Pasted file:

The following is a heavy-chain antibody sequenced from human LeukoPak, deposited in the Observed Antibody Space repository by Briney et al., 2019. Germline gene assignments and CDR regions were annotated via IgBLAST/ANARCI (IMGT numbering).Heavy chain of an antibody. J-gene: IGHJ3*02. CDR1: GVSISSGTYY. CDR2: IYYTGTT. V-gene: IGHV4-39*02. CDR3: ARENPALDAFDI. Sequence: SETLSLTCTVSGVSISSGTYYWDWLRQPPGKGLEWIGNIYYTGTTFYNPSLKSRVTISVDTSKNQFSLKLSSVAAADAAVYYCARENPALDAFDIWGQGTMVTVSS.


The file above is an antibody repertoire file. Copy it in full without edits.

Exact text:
The following is a heavy-chain antibody sequenced from human LeukoPak, deposited in the Observed Antibody Space repository by Briney et al., 2019. Germline gene assignments and CDR regions were annotated via IgBLAST/ANARCI (IMGT numbering).Heavy chain of an antibody. J-gene: IGHJ3*02. CDR1: GVSISSGTYY. CDR2: IYYTGTT. V-gene: IGHV4-39*02. CDR3: ARENPALDAFDI. Sequence: SETLSLTCTVSGVSISSGTYYWDWLRQPPGKGLEWIGNIYYTGTTFYNPSLKSRVTISVDTSKNQFSLKLSSVAAADAAVYYCARENPALDAFDIWGQGTMVTVSS.